What I Wish I Knew About Friendship, Adulting and Money Before College

 

 

I'm sure many of you (probably) have crossed over from being a teen to a young adult. In fact, I just turned 20 a few weeks ago.

Whenever I look back at who I was even 2-3 years ago as a pretty-sheltered teen in a small town, I think about how much I’ve changed and grew into myself. Some of my memories of amateur antics and just plain old dumb decision making-processes crack me up. However, the consequences of minor offenses and terrible decisions climax for many of us, especially those who have reached 18 and can no longer claim the cloak of being a minor.

So, without further ado, here’s a synopsis of what I’ve learned so far. Hope this advice from an evolving amateur helps ease the burden of adulting.

  • Fake and one-sided friendship is for the birds:

Companionship in college is a bit more complicated than merely sitting next to each other during lunch, or class and keeping each other’s secrets about the boy they liked, such as in elementary, middle and even high school. Mainly due to the fact many of us have stopped giving the friendship title to everyone we are in contact with, because we now require more than the basics. Be wary of those who bring nothing more to the relationship.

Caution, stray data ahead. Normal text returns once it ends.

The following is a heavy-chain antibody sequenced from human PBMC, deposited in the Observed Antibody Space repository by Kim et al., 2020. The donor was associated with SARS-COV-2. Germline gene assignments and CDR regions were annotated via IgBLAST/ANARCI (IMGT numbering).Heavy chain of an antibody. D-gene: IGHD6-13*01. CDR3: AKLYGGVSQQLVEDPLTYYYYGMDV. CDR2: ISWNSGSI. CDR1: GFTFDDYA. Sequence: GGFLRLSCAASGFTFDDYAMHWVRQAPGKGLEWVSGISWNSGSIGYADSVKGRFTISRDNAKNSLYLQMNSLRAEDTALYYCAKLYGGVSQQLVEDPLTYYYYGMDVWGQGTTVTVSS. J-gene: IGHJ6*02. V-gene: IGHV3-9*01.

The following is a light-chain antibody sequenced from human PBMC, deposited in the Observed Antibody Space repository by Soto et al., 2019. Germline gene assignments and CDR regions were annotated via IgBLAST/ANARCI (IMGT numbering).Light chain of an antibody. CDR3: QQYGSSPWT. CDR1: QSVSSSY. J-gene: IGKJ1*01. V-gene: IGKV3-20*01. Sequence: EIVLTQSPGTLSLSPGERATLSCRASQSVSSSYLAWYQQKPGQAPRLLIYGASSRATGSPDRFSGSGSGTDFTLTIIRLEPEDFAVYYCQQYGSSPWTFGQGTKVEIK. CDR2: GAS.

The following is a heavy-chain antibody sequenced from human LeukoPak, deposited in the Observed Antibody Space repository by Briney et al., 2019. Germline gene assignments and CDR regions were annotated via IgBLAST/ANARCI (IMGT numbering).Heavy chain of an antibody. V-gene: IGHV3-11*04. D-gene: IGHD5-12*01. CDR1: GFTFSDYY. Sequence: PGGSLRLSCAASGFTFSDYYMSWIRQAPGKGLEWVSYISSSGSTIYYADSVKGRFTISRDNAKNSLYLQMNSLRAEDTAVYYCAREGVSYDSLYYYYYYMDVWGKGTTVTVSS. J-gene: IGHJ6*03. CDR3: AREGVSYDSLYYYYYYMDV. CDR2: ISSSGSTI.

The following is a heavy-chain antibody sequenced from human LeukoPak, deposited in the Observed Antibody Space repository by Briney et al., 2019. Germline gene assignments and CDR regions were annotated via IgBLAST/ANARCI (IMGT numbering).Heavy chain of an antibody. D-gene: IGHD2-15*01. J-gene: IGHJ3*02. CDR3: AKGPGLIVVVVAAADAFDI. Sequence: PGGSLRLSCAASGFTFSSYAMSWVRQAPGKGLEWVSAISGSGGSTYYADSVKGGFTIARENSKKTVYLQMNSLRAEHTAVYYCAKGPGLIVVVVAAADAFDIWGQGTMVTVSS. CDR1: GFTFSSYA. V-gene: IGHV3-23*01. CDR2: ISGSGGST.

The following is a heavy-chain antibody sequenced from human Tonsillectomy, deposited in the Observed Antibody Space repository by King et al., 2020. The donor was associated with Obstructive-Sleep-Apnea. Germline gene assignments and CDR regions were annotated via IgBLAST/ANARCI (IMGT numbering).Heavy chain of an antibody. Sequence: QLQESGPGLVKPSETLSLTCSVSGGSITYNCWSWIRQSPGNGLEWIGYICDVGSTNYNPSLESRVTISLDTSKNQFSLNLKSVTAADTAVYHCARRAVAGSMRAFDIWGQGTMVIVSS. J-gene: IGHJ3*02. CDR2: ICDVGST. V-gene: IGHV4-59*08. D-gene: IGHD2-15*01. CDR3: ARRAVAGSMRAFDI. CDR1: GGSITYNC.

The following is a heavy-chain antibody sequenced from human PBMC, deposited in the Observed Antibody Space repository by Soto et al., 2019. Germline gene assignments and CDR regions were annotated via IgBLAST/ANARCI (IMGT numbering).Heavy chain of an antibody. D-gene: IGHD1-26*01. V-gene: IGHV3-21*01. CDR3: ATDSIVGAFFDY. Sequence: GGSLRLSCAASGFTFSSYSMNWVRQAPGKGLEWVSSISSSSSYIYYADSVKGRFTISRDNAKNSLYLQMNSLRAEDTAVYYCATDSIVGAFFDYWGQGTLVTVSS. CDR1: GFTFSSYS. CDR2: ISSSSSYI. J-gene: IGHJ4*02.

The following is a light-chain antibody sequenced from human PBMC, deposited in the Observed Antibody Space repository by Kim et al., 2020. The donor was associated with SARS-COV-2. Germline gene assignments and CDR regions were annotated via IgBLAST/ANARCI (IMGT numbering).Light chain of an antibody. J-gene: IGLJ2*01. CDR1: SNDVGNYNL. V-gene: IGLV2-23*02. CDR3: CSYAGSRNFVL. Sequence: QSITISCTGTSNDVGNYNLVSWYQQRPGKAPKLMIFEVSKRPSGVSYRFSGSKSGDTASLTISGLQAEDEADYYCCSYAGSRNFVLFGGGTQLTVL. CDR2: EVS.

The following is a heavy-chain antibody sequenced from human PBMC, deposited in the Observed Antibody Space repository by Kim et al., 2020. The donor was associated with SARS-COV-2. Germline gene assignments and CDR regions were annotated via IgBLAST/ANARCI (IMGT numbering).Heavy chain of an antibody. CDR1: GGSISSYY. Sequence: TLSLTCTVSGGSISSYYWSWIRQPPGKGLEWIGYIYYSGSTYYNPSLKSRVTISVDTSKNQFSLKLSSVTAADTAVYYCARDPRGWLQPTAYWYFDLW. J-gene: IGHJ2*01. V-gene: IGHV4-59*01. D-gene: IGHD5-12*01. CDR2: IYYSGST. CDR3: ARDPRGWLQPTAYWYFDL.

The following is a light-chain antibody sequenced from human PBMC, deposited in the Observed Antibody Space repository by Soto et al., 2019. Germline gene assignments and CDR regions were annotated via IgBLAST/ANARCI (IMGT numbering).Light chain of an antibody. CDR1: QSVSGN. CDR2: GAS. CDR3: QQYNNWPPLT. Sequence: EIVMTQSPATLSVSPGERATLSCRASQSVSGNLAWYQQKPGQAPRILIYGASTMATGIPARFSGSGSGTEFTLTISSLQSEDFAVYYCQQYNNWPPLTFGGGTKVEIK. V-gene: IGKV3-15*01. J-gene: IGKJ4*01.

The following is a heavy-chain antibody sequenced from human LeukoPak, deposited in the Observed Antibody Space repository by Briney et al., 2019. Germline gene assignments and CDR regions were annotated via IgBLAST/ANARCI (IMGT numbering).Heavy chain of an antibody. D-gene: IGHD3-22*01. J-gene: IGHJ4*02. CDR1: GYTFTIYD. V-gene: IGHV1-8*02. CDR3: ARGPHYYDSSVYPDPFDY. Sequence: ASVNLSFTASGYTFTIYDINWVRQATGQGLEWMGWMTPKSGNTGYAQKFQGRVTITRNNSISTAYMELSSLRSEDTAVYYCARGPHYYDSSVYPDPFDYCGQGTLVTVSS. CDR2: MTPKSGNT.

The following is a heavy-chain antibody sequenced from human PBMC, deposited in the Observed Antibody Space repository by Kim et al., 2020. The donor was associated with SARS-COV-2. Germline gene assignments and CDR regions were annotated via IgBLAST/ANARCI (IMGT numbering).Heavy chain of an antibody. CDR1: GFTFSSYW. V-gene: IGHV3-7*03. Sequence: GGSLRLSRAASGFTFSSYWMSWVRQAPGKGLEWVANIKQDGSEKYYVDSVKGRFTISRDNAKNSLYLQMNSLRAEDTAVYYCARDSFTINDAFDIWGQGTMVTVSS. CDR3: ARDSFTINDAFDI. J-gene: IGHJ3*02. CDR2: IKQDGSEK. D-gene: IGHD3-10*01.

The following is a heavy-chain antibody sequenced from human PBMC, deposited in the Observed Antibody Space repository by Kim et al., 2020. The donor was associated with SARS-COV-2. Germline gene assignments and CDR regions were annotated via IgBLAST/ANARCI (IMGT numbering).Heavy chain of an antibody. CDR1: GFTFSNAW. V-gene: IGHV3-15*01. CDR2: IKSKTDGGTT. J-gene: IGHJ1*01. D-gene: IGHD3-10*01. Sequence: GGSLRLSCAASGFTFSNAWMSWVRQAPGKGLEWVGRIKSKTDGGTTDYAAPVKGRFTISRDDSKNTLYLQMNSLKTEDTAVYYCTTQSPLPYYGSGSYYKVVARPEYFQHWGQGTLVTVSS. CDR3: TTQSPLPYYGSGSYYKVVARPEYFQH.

• Money can be your friend or foe:

Unlike in high school, in college you’ll probably have more financial freedom. Having a budget that doesn’t always end in weekly calls home for more money, or frequent $0.00 balances (that a lot of us are tired of), is a great way to start off your life of financial freedom. One way to start is by checking your balance frequently to ensure no overspending.

  • Most of the choices you make will affect you long term:

Firstly, by long term I mean for the next 10-20 years from now. This goes for many decisions you make whether its finances, education, friends, or a career. So, choose wisely!!

 

Last but not least...

 

  • You will learn more about yourself than you have your entire life:

When I first came to college, what I thought I knew about myself, or rather who I was, what I cared about and what was most important to me, were tested once I hit fall semester. In addition, it took awhile for me to see the parts in me that needed to change. Even though the growing pains of adulting and becoming who you are may hurt, the growth spurt of maturity will be worthwhile. So, take the time to learn you.